Related coral species differ in how they survive climate change effects
Genetic data reveal a tale of two corals
Ocean waters warming from climate change are placing coral reefs in jeopardy, but a new discovery suggests that two similar-looking coral species differ in how they survive.
One withstands warmer ocean temperatures better than the other.
"We've found that a previously unrecognized species was hiding some corals' ability to respond to climate change," says Iliana Baums, a biologist at Penn State University.
Baums led the research team that included Jennifer Boulay of Penn State, Jorge Cortes of the University of Costa Rica and Michael Hellberg of Louisiana State University.
A paper describing the discovery is published today in the journal Proceedings of the Royal Society B.
"These scientists have identified a 'cryptic,' or hidden, species in a common group of corals," says Michael Lesser, program director in the National Science Foundation's Division of Ocean Sciences, which funded the research.
"The two corals have very different responses to their environment," says Lesser, "and different interactions with other organisms on coral reefs."
Coral reefs protect shorelines from battering by hurricanes and generate millions of dollars in recreation revenue each year. They also provide habitat for an abundance of species used by humans as seafood and serve as a discovery ground for new medicines.
The researchers sampled the lobe coral Porites lobata in the Eastern Pacific Ocean.
"The environment for reef growth isn't the best in the Eastern Tropical Pacific," says Baums, "due to seasonally cold waters, water chemistry that makes it difficult for corals to lay down their skeletons [low aragonite for calcification], and recurring warm waters from the El Niño Southern Oscillation."
The scientists found an unexpected pattern: two coral species that look deceivingly similar and sometimes live together in the same location.
The samples were not all Porites lobata, as the researchers initially thought. Instead, some belonged to the species Porites evermanni.
"That surprised us," Baums says. "The two look identical, and we thought they were the same coral species, but Porites evermanni has a very different genetic makeup.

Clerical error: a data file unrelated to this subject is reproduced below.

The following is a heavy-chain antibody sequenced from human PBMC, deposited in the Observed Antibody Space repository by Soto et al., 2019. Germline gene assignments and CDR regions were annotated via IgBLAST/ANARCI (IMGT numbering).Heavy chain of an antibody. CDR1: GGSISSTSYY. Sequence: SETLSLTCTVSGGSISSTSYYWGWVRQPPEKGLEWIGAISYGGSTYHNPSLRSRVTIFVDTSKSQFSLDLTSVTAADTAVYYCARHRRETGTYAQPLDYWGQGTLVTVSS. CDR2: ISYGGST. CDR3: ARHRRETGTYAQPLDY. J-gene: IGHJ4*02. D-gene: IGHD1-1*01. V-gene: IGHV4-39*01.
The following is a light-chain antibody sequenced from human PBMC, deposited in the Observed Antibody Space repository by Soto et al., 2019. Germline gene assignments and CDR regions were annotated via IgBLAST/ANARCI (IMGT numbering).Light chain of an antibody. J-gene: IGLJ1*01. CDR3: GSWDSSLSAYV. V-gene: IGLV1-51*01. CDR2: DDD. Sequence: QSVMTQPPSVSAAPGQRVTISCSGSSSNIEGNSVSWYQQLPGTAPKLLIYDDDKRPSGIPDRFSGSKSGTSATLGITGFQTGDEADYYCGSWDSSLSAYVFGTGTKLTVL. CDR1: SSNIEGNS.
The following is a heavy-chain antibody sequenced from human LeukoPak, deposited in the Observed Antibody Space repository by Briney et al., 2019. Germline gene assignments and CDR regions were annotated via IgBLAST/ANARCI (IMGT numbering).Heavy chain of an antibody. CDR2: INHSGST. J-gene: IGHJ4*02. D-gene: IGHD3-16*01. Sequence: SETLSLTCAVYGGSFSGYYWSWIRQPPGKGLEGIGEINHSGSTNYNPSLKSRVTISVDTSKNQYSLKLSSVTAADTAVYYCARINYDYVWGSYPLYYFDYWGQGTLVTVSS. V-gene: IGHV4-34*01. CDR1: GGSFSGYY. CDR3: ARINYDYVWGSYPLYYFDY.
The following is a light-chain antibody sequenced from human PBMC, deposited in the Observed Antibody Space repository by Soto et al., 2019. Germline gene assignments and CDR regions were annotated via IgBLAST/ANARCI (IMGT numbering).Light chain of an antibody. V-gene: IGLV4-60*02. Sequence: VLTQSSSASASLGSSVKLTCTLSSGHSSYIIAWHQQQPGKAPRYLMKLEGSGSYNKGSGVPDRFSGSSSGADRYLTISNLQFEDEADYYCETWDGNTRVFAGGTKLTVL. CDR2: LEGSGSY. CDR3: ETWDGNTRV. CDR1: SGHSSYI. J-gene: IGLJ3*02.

"We knew about Porites evermanni--it's not a new species--but we didn't expect to find it in the Eastern Pacific. Usually it's in the waters off the Hawaiian Islands."
Boulay wondered if the two differed in the way they live. She found that Porites evermanni was less susceptible to bleaching than Porites lobata.
Bleaching happens when the symbiotic relationship corals have with single-celled algae inside them breaks apart as water temperatures go up.
"If water temperatures continue to rise, coral species that succumb to bleaching more easily will die," Baums says. "We're going to see a shift in the relative abundance, for example, of these two Porites species."
Boulay found other important differences: Porites evermanni had many genetically identical clones, which means that the species is reproducing asexually by breaking apart, although Porites lobata did not.
The clonally-reproducing Porites evermanni also, on average, housed many more tiny mussels that lived in its skeletons. The mussels poked through the surface of the corals and formed keyhole-shaped openings.
The researchers then wanted to determine the connection between Porites evermanni's ability to clonally reproduce and its interactions with mussels and with other members of the reef community.
Jorge Cortes remembered that several years ago a scientist had reported finding that some corals are a target of biting triggerfish.
"That was the missing piece," Baums says. "We realized that triggerfish were eating the mussels inside the coral skeletons. To get at the mussels, the fish have to bite the coral.
"They then spit out the fragments, and those fragments land on the ocean floor and grow into new coral colonies.
The other coral species, Porites lobata, has fewer mussels and reproduces sexually through its larvae.
It takes two to tango, Baums says, so usually you need a partner. "But in areas of the Eastern Pacific Ocean that are so harsh that only a few individuals can survive, it might be easier for the coral to clone itself."
As for the difference in bleaching, there are two possible explanations, the scientists believe.
One is that the symbiotic algae that live in the coral species are different, and one can withstand hotter temperatures. "Just like in your garden: the tomatoes like the heat more than the cauliflower does," says Baums.
"There's been a lot of attention given to how different symbiotic algae react to increases in water temperatures and whether, if a coral species could switch to hardier algae, it could survive in hotter waters," Baums says.
But what the researchers found suggests a different scenario. Although the two Porites corals have the same symbiotic algae species, bleaching still differs.
It may be the corals themselves instead of their symbiotic algae that contribute to bleaching.
A tale of two corals, and a tale, perhaps, of more than two factors.
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